Trade-in deduction: R205.15 is amended to reflect that sellers of automotive parts must remit tax on the total sales price, including the value placed on the used part traded in and the part sold. No refund or reduction in tax is allowed based on any payment or credit given to a customer for a part traded in.
Returned goods: R205.16 has been revised to state that if a seller provides a full refund or credit of the purchase price and tax on returned goods, the seller may claim a refund or credit of the tax paid to the department within four years of the date for the filing of the original return for the period in which the tax was due. In regards to a seller providing a partial refund or credit on returned goods, the seller’s claim for refund of the tax paid on that portion of the purchase price refunded must also be made within four years of the date for the filing of the original return for the period in which the tax was due. A refund or credit of tax will not be given on returned goods without proof that Michigan tax was paid on the original sale.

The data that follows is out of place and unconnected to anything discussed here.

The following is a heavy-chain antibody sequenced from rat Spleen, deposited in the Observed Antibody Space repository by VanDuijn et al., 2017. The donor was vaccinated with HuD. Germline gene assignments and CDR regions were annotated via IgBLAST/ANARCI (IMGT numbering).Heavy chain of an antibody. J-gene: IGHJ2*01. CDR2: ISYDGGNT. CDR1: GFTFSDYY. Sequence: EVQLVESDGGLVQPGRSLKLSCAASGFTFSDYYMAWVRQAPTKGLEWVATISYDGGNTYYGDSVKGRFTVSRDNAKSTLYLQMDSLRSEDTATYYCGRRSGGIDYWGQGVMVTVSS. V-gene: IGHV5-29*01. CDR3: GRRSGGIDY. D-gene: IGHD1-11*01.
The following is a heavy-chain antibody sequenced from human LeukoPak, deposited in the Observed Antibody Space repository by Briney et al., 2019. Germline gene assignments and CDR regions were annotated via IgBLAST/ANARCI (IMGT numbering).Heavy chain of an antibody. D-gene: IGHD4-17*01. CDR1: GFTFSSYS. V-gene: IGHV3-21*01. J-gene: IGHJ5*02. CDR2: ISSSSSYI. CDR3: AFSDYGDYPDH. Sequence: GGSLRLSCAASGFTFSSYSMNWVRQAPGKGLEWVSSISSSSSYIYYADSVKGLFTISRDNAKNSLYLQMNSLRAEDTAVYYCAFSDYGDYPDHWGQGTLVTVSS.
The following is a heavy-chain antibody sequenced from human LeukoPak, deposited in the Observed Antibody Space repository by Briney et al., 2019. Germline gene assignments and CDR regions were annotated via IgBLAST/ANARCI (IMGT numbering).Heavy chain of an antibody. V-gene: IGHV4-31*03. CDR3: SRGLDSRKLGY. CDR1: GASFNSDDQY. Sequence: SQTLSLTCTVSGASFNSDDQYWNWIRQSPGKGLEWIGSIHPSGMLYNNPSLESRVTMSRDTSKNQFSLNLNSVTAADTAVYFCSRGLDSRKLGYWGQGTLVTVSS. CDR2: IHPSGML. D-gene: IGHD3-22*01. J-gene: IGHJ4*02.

General application: R205.20 is amended to provide that the administrative rules must be read and interpreted in their entirety, taking into account the effect of all pertinent legislation, rules, and court decisions.
Use tax registration: R205.26 is amended to reflect that the following activities are among those that require a use tax registration:
· a business within the state buying tangible personal property from nonregistered sellers;